Via a slightly breathless article in the Washington Post, I came across a great approach to homelessness: Housing First:
A model so simple children could grasp it, so cost-effective fiscal hawks loved it, so socially progressive liberals praised it… Give homes for the homeless
There’s a terrific briefing from Shelter on what Housing First is (pdf); it’s key components are as follows:
- Immediate (or relatively immediate), permanent accommodation is provided to service users directly from the streets, without the requirement of assessed housing readiness
- No preconditions of treatment access or engagement are made (housing first, not treatment first)
- Comprehensive support services are offered and brought to the service user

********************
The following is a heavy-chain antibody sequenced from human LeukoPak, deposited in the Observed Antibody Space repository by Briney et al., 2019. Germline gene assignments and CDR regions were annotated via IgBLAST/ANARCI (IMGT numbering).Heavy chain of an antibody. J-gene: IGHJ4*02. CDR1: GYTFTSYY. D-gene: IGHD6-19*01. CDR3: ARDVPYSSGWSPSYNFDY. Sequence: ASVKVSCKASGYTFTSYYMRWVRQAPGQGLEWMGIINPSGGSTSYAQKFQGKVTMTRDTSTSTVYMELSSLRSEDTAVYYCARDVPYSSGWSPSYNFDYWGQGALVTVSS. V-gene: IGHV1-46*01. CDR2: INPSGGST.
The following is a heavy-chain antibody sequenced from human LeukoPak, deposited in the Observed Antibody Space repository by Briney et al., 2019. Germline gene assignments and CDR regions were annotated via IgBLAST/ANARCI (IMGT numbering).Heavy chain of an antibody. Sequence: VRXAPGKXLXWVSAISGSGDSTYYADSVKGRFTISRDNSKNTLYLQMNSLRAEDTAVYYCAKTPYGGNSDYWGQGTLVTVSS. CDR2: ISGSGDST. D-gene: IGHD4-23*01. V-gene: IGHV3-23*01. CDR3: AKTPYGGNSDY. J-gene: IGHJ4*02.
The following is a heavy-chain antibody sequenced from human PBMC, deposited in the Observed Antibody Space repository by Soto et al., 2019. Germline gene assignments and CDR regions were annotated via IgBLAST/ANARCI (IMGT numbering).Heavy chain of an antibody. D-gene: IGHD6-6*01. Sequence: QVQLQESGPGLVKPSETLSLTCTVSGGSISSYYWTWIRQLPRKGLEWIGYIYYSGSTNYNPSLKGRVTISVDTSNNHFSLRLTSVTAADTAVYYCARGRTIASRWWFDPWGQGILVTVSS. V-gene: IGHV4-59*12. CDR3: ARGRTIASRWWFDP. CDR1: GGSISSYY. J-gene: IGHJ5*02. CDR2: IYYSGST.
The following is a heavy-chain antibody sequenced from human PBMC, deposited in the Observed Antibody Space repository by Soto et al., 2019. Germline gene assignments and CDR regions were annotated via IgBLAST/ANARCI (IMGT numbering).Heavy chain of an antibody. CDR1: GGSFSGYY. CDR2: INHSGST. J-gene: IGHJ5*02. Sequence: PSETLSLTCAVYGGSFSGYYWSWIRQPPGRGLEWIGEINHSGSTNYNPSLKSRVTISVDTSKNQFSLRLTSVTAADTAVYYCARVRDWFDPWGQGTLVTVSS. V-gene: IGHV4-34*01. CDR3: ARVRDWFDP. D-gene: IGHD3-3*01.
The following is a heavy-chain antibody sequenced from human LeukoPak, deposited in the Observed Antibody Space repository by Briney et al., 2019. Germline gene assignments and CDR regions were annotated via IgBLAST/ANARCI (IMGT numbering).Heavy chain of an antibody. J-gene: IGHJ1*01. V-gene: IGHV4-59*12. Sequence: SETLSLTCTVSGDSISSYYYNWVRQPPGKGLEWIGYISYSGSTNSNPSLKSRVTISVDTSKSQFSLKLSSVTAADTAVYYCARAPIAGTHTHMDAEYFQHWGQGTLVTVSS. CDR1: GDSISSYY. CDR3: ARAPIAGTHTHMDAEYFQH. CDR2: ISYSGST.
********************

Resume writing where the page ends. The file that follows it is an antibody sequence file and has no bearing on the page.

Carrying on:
- A harm-reduction approach is taken to dependency issues and abstinence is not required. However, the support agency must be prepared to support residents’ commitments to recovery
- Support can ‘float away’ or return as needs arise and the housing is maintained even if the resident leaves the programme, for example through imprisonment or hospital admission.
In the US, a four-year study found that the Housing First approach led to 88% housing retention rate, compared to a 47% retention rate for treatment first models. A shorter UK study of nine housing services (pdf) has found a range of excellent outcomes, too, including housing retention, improved mental and physical health, some reductions in drug and alcohol use, some positive evidence of social integration, and some reductions in anti-social behaviour.
It’s interesting to me the parallels between the housing first model (get people a house, then support them) and the Individual Placement & Support employment model for people with mental health problems (get people a job, then support them).
This is intriguing stuff, and I’ll be keeping a lookout for more on this.